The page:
U.S. senators from North Carolina and Congressional members are urging the U.S. government to take immediate action to resolve nearly 3.5 million Camp Lejeune toxic water lawsuits, writing that it is “imperative” that the U.S. Navy ensure plaintiffs receive justice, Port City Daily (Wilmington, NC) reported. 

North Carolina Senators Ted Budd and Thom Tillis (both Republican), and Mike Braun (R-IN), along with several U.S. House members, sent a letter on May 17 to the U.S. Secretary of the Navy, Carlos Del Toro, and U.S. Attorney General, Merrick Garland, about concerns in settlement delays.

Camp Lejeune, the Jacksonville, North Carolina-based U.S. Marine Corps base, was contaminated with harmful chemicals that were present in the base's drinking water from 1953 until 1987. The contamination was discovered in 1982, and most of the contaminated drinking water wells were shut down in 1985. The contamination is estimated to have affected up to one million individuals who either worked or lived on the base and their families who lived there.

In response to this crisis, the U.S. government passed a law called the Honoring Our Promise to Address Comprehensive Toxics Act in August 2022. This law addresses issues faced by veterans exposed to toxic substances during their service. As a part of the legislation, the Camp Lejeune Justice Act was implemented, allowing those who allegedly have suffered adverse health effects from the contaminated water to seek compensation and receive damages for their suffering.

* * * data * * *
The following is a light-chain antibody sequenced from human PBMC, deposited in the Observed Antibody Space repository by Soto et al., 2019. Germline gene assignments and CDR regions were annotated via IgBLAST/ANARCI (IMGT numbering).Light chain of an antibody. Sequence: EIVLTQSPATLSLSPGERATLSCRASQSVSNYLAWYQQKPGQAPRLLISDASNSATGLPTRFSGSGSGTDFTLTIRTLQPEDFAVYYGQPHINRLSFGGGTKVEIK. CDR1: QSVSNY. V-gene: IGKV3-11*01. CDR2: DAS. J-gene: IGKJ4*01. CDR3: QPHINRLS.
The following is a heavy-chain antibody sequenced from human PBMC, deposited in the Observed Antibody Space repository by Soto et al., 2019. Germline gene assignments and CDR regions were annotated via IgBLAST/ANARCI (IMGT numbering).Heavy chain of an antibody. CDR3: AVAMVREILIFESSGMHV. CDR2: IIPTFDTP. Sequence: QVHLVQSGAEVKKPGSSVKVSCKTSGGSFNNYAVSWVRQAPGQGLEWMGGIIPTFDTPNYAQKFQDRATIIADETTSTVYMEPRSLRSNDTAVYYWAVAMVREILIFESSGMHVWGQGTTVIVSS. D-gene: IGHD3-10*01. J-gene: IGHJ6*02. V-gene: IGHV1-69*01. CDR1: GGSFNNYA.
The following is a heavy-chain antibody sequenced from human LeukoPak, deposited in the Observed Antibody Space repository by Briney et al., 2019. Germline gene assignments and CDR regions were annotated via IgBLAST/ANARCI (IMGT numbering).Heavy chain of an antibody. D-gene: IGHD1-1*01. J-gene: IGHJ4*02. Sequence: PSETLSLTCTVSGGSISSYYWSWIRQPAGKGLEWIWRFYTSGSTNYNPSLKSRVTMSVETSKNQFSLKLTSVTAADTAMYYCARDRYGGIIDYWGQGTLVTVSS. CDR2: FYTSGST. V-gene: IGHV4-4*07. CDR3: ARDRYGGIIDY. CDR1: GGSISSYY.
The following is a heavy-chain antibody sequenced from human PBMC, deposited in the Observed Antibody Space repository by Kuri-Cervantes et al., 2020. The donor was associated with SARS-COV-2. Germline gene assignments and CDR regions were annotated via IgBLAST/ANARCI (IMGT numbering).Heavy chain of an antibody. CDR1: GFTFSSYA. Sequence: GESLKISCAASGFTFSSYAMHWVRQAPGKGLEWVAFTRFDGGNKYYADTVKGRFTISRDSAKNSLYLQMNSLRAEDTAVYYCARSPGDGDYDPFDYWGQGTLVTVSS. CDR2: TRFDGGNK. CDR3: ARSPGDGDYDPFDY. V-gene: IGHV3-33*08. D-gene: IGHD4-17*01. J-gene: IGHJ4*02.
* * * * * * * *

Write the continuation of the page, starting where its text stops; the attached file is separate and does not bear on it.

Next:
According to reporting by Port City Daily, however, only 25% of the 5,792 toxicity claims filed between January 2011 and June 2019 were approved by the U.S. Department of Veteran Affairs. The Camp Lejeune Justice Act was enacted, in part, to ease claimants’ burden of proof that they suffered ill health from exposure to contaminated water. However, many claimants have been denied medical coverage because they could not prove that their health issues were linked to the contaminated water at Camp Lejeune.  

Over 45,000 claims have been filed since the Camp Lejeune Justice Act was filed. To date, no claims have been resolved. Prior to the Act being enacted, veterans who served at Camp Lejeune were not able to file claims directly against the federal government. 

After the passage of the Act, claimants are allowed to file a lawsuit in the Eastern District of North Carolina if the Navy fails to respond to a claim within 180 days. To date, over 900 Camp Lejeune lawsuits have been filed.

Many plaintiffs or claimants are elderly and in very poor health, and others have died without having their claims resolved. 

The senators who signed the letter, along with seven North Carolina House of Representative members, are seeking a response from the Navy and Department of Justice by June 7. “Further delay is unacceptable, and it is critically important that JAG and DOJ move quickly to adjudicate or settle these cases in a transparent, efficient manner. Anything less is an injustice,” the letter states, per Port City Daily.

“Our nation’s service members and their families have made incredible sacrifices in service to the United States,” the letter states. “We owe it to them to provide efficient and timely processing of their claims resulting from government negligence,” the legislators added.